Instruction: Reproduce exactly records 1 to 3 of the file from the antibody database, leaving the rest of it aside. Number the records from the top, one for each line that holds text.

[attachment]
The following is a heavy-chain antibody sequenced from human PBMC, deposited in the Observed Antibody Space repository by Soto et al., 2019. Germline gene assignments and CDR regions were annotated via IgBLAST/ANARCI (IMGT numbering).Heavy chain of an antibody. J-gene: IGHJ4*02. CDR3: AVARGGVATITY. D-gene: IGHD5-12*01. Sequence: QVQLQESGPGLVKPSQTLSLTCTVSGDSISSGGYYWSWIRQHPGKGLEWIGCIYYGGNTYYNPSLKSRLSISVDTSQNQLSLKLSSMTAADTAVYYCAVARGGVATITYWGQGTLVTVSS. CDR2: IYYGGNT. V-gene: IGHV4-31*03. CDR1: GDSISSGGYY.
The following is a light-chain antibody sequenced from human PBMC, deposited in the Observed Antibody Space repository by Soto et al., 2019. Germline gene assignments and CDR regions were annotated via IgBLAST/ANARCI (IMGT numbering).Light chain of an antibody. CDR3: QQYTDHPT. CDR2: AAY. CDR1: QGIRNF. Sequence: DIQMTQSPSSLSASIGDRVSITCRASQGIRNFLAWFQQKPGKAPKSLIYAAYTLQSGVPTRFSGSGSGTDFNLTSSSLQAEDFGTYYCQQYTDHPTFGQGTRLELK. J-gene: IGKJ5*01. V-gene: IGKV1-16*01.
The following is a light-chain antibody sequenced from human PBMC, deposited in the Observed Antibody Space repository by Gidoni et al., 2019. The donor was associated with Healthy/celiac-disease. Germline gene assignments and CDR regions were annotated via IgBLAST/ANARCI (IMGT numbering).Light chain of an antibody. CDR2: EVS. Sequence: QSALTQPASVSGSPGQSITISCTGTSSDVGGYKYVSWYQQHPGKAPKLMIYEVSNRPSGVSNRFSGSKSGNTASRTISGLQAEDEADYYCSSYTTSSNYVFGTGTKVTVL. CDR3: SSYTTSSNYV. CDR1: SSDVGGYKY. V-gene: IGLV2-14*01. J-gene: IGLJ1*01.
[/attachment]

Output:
The following is a heavy-chain antibody sequenced from human PBMC, deposited in the Observed Antibody Space repository by Soto et al., 2019. Germline gene assignments and CDR regions were annotated via IgBLAST/ANARCI (IMGT numbering).Heavy chain of an antibody. J-gene: IGHJ4*02. CDR3: AVARGGVATITY. D-gene: IGHD5-12*01. Sequence: QVQLQESGPGLVKPSQTLSLTCTVSGDSISSGGYYWSWIRQHPGKGLEWIGCIYYGGNTYYNPSLKSRLSISVDTSQNQLSLKLSSMTAADTAVYYCAVARGGVATITYWGQGTLVTVSS. CDR2: IYYGGNT. V-gene: IGHV4-31*03. CDR1: GDSISSGGYY.
The following is a light-chain antibody sequenced from human PBMC, deposited in the Observed Antibody Space repository by Soto et al., 2019. Germline gene assignments and CDR regions were annotated via IgBLAST/ANARCI (IMGT numbering).Light chain of an antibody. CDR3: QQYTDHPT. CDR2: AAY. CDR1: QGIRNF. Sequence: DIQMTQSPSSLSASIGDRVSITCRASQGIRNFLAWFQQKPGKAPKSLIYAAYTLQSGVPTRFSGSGSGTDFNLTSSSLQAEDFGTYYCQQYTDHPTFGQGTRLELK. J-gene: IGKJ5*01. V-gene: IGKV1-16*01.
The following is a light-chain antibody sequenced from human PBMC, deposited in the Observed Antibody Space repository by Gidoni et al., 2019. The donor was associated with Healthy/celiac-disease. Germline gene assignments and CDR regions were annotated via IgBLAST/ANARCI (IMGT numbering).Light chain of an antibody. CDR2: EVS. Sequence: QSALTQPASVSGSPGQSITISCTGTSSDVGGYKYVSWYQQHPGKAPKLMIYEVSNRPSGVSNRFSGSKSGNTASRTISGLQAEDEADYYCSSYTTSSNYVFGTGTKVTVL. CDR3: SSYTTSSNYV. CDR1: SSDVGGYKY. V-gene: IGLV2-14*01. J-gene: IGLJ1*01.